<b>Close-in:</b> On the right track
The ongoing third Test between India and Australia has many historical milestones. Apart from Ranchi hosting its first ever Test and becoming the 26th Indian Test venue, the match will have two other significant occasions. The match played on these very days 140 years ago marked the beginning of Test cricket. Australia played England in Melbourne in 1877 then. Australia won the match and must be hoping to get a similar victory in the important third Test at Ranchi. This is also Australia’s 800th Test, a remarkable figure showing their tenacity to still continue being one of the leading sides in world cricket.
The Ranchi pitch seems barren of any grass, and although initially the well rolled strip may play reasonably well, the bounce will, thereafter, become lower and the top soil will erode to give reverse swing bowlers and spinners a fair bit of assistance. Leg before the wicket (LBW) will play a major part in the dismissals and the DRS will become a very important option for a decision. India will need to bat extremely well in the last innings to win the match.
The resignation of India’s Shashank Manohar as the chairman of the ICC is another bewildering move, especially as it came after his recent meeting with the appointed Controller of Administrators (COA) and the CEO of the BCCI. The challenge now would be to find a high profile individual as a replacement. The front-runner, one presumes, would definitely be Maharashtra strong man Sharad Pawar, who has been at the helm of the world cricket body and has the acumen to get the best deal for India. Manohar, projecting himself as the messiah of world cricket, nearly brought about a change that would have radically impacted the finances of the BCCI. Being the prime revenue earner for the ICC, India asking for maximum share of funds is to me, most reasonable.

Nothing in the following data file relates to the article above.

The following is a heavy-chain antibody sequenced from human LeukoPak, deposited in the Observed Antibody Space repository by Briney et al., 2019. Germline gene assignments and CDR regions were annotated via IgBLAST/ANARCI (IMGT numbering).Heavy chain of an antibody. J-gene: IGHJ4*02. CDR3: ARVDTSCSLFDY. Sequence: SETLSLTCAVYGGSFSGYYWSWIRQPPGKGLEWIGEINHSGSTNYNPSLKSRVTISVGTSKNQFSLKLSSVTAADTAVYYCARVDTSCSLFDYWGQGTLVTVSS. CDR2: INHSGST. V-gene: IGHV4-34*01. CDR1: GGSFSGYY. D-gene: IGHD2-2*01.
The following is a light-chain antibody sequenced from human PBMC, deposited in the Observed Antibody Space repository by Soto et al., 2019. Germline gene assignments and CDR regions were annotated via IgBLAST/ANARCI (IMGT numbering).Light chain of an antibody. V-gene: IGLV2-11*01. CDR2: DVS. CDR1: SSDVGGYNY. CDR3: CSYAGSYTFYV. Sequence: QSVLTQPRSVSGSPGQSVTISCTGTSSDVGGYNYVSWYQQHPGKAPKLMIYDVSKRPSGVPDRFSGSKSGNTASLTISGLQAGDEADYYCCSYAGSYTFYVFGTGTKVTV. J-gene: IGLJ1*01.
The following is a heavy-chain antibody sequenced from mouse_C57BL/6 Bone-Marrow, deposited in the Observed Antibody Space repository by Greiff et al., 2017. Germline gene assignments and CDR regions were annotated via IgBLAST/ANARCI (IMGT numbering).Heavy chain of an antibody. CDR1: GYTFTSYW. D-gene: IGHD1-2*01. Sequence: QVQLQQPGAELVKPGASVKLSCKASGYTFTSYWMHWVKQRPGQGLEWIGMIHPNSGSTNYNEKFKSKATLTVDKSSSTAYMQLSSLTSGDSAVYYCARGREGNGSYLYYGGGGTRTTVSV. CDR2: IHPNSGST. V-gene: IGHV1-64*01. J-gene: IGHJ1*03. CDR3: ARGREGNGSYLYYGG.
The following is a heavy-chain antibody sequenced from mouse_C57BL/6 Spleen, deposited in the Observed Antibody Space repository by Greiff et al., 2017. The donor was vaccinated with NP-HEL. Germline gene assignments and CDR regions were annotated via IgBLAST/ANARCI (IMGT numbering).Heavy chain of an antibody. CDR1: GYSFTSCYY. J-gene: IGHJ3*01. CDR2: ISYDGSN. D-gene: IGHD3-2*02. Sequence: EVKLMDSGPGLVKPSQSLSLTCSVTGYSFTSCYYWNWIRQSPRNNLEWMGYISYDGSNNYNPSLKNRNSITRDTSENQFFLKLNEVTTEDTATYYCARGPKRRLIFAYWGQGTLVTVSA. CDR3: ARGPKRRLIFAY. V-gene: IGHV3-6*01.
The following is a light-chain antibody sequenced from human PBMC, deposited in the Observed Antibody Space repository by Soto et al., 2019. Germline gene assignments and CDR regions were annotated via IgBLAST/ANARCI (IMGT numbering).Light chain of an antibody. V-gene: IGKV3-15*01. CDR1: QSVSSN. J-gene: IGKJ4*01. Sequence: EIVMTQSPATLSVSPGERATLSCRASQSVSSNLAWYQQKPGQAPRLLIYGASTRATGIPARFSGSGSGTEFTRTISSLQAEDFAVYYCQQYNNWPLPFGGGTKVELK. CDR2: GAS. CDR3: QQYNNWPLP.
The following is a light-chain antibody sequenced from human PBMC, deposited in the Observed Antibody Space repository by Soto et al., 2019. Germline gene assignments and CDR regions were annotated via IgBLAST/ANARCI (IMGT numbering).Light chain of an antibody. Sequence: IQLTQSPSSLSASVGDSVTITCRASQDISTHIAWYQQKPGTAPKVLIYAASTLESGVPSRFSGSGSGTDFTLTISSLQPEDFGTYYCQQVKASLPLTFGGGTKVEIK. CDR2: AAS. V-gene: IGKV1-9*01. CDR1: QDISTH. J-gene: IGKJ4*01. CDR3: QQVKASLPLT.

The Lodha report to the Supreme Court (SC) and the judgment thereafter clearly stipulates the inclusion of the North East states and Puducherry as full members of the BCCI. These areas will require a significant amount of funding to establish cricket infrastructure in their respective regions. They will need some major funding and the additional finances from the ICC kitty would help the BCCI quite significantly. The quick-footed COA have put an opposing move into action to block the ICC resolution and one hopes that they can garner enough support from other voting members to do so.
An important decision awaited from the Supreme Court is to give the sole authority to the COA to restructure the cricket associations affiliated to the BCCI. Most associations were always going to be a hurdle for any transformation and their condescending attitude in challenging the Lodha reforms are quite preposterous. Rather than accepting the inevitable, one gathers that some of the associations are planning to jeopardise the IPL to garner importance in their respective states. This shows that these individuals have only one interest — “power” — rather than Indian cricket at their hearts. The IPL is a very important tournament with respect to the finances of the BCCI, players and overall development of the game. To try and sabotage the golden goose is unbelievable and any individual intending to do so should be barred for life from having any involvement with cricket in India.
The successful selling of five-year sponsorship rights by the BCCI to Oppo shows the strength of Indian cricket as a platform for brand building for companies. The long, unending legal battle being fought to get clarity on Indian cricket is making the process of improvement a long drawn affair. The Supreme Court now needs to come forth with a final verdict to end any ambiguity or else cricket in India will remain in uncertainty.
The BCCI awards held recently in Bangalore showed the change that one is expecting from the Indian cricket body. To invite cricket legends to give away the awards was a splendid idea. For a cricketer to receive award from the hands of a former star has far more value than anyone else. The idea of a change of name from Board of Control for Cricket in India (BCCI) to Cricket India or any such title does make sense. The word “control” is no more what one associates with and is passé in today’s world. A friendlier term would be wonderful for identifying cricket in India.
(The author is a former Indian cricketer)
Yajurvindra Singh